José Goldemberg, a world-renowned energy expert who helped lay the scientific foundation for Brazil's biofuels program and who subsequently became a leading advocate for the adoption of

Inflammatory breast cancer focus of new report
A rare and deadly form of breast cancer that often goes unrecognized by clinicians and patients alike is the focus of a new report from leading researchers.

New UGA research shows people are better at strategic reasoning than was thought
When we make decisions based on what we think someone else will do, we must use reason to infer the other's next move -- or next three or more moves -- to know what we must do.

Springer and the International Organization for Migration launch new book series
Springer has launched a new book series in partnership with the International Organization for Migration called Global Migration Issues.

Low testosterone linked to heightened risk of early death
Low testosterone levels seem to be linked to a heightened risk of premature death from heart disease and all causes, suggests research published online in Heart.

University of Virginia chemical engineers use gold to discover breakthrough for creating biorenewable chemicals
University of Virginia chemical engineers Robert J. Davis and Matthew Neurock have uncovered the key features that control the high reactivity of gold nanoparticles in a process that oxidizes alcohols in water.

First direct evidence that response to alcohol depends on genes
A study in mice provides the first experimental evidence to directly support the idea that genetic differences make some individuals more susceptible to the addictive effects of alcohol and other drugs.

The hair brush that reads your mind
One of the main techniques for measuring and monitoring mental activity, called functional near infrared spectroscopy (fNIRS), can often be impaired because a person's hair gets in the way.

Early pregnancy in spring linked to child's susceptibility to food allergies
A child's likelihood of developing food allergies can be traced back to the season during which s/he completes their first three months of life in the womb, suggests research published online in the Journal of Epidemiology and Community Health.

Novel regulatory process for T cells may help explain immune system diseases
A newly identified regulatory process affecting the biology of immune system T cells should give scientists new approaches to explore the causes of autoimmunity and immune deficiency diseases.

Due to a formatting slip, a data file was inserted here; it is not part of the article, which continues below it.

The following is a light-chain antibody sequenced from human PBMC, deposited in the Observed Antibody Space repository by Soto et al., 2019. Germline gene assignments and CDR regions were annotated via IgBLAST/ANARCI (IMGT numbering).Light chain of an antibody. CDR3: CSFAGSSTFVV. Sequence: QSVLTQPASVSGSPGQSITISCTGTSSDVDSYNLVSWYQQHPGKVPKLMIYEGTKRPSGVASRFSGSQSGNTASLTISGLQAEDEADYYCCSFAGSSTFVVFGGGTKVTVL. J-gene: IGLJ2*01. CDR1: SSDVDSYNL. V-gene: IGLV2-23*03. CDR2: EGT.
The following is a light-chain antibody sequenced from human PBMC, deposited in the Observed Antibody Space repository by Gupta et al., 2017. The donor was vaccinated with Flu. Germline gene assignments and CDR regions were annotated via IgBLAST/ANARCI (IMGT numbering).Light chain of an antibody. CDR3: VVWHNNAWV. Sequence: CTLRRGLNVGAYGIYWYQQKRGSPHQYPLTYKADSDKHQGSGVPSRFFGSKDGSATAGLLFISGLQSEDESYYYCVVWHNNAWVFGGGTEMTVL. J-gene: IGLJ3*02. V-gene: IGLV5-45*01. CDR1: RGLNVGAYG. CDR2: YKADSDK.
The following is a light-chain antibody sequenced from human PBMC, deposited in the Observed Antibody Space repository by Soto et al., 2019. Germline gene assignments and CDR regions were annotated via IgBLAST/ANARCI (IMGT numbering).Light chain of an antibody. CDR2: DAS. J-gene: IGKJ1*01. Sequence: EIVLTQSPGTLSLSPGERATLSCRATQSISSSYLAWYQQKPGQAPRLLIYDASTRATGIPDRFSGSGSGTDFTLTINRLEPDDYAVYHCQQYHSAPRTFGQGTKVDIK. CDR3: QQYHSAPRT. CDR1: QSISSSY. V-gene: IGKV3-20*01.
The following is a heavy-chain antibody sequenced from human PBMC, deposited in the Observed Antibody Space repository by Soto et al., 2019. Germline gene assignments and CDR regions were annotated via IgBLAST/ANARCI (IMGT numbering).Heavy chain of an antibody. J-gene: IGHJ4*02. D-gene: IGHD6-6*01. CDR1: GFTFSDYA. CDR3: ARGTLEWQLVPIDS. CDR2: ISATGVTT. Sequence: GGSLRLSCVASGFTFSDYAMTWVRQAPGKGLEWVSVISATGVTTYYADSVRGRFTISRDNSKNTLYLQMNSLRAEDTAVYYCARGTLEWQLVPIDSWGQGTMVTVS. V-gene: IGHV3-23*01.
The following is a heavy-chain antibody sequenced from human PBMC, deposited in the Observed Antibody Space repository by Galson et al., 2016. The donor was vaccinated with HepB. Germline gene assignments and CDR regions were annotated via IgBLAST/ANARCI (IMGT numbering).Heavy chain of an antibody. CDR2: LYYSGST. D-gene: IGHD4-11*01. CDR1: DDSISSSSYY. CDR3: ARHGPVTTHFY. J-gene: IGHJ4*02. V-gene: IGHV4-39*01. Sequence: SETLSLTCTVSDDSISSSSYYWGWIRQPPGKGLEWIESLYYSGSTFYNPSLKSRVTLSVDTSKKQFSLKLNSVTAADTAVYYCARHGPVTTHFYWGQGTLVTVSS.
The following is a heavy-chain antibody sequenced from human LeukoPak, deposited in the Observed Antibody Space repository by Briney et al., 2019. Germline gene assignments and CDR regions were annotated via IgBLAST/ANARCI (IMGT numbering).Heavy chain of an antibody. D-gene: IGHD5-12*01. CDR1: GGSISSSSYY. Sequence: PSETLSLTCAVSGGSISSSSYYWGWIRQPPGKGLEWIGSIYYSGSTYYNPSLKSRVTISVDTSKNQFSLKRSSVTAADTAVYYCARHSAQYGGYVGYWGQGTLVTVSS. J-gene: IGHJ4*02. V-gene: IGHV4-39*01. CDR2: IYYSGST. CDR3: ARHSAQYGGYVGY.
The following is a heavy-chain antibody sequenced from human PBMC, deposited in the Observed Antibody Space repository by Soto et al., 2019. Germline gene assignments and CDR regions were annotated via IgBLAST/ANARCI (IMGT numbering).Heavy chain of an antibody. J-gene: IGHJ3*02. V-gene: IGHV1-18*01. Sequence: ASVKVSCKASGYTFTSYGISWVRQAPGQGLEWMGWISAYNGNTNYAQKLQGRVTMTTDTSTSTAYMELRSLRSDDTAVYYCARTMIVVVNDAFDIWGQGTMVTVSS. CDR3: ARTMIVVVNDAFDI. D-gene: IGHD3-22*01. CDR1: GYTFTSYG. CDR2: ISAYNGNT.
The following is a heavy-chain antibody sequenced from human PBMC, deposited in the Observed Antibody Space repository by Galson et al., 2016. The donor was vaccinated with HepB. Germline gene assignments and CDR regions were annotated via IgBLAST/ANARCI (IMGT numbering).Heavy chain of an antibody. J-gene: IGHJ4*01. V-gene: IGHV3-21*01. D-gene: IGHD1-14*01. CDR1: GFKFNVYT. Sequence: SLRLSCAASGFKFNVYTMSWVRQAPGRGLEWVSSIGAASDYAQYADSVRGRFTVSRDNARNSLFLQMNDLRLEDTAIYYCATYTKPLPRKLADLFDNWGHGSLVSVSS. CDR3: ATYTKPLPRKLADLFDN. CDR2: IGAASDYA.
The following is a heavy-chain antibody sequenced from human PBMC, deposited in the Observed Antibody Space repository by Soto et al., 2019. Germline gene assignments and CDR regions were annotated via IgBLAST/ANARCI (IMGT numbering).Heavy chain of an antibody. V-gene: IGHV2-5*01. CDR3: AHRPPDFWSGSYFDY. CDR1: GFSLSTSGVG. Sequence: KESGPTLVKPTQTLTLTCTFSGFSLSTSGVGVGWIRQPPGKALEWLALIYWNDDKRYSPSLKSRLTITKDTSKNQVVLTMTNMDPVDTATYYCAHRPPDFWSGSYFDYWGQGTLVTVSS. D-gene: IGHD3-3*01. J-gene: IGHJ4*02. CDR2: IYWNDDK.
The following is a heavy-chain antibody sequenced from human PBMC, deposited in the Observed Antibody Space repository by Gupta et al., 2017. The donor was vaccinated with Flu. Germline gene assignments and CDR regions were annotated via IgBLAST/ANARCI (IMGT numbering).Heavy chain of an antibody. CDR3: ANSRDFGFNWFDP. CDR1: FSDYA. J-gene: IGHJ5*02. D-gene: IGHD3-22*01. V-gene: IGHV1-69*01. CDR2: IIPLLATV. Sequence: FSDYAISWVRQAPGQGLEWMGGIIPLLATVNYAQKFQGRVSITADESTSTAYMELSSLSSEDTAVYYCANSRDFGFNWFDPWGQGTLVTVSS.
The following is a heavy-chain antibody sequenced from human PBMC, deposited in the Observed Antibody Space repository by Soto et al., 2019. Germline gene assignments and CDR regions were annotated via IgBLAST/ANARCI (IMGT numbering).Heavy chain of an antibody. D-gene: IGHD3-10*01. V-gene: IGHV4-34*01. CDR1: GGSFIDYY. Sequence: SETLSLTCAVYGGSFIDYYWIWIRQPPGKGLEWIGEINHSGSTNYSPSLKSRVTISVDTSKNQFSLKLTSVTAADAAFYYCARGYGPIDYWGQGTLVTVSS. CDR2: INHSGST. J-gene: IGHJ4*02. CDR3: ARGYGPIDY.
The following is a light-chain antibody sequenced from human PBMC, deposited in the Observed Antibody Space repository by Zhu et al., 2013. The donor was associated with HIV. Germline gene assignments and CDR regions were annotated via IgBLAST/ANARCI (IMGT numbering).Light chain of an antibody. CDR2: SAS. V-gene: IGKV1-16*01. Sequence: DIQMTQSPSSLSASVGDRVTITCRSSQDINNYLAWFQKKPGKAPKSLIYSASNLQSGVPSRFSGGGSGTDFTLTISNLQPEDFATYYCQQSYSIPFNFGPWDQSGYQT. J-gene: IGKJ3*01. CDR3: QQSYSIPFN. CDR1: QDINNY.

New UMD Cybersecurity Center aims at public-private partnerships
The University of Maryland is launching a new cybersecurity initiative to stimulate public-private partnerships and address national vulnerabilities, including those facing industry.

WSU and ASU professors urge one-way Martian colonization missions
Would you sign on for a one-way flight to Mars?

CYP2E1 gene found to be associated with alcohol response in the brain
The gene CYP2E1, which is located on the terminal region of chromosome 10, plays a major role in the metabolic processing of alcohol.

Research brings cure for Parkinson's disease a step closer
An international collaboration led by academics at the University of Sheffield, has shed new light into Parkinson's disease, which could help with the development of cures or treatments in the future.

Illinois scientists promote soy by currying favor with Indian taste buds
University of Illinois scientists think they have solved an interesting problem: how to get protein-deficient Indian schoolchildren to consume soy, an inexpensive and complete vegetable protein.

Intricate, curving 3-D nanostructures created using capillary action forces
Twisting spires, concentric rings and gracefully bending petals are a few of the new three-dimensional shapes that University of Michigan engineers can make from carbon nanotubes using a new manufacturing process.

McSleepy meets DaVinci
In a world first, a completely robotic surgery and anesthesia has been performed at the McGill University Health Centre.

Hormone therapy use by postmenopausal women may increase incidence of more advanced breast cancer
Follow-up of about 11 years of participants in the Women's Health Initiative finds that among postmenopausal women, use of estrogen plus progestin is associated with an increased incidence of breast cancers that are more advanced, and with a higher risk of deaths attributable to breast cancer, according to a study in the Oct.

ORNL's research reactor revamps veteran neutron scattering tool
The Cold Triple Axis spectrometer, a new addition to Oak Ridge National Laboratory's High Flux Isotope Reactor and a complementary tool to other neutron scattering instruments at ORNL, has entered its commissioning phase.

Associations between drug company information and physicians' prescribing behavior
Information provided to physicians from the US and around the world directly by pharmaceutical companies can be associated with higher prescribing frequency, higher costs and lower prescribing quality.

To be good, sometimes leaders need to be a little bad
A new study has found that when it comes to leading, some negative personality traits aren't such a bad thing.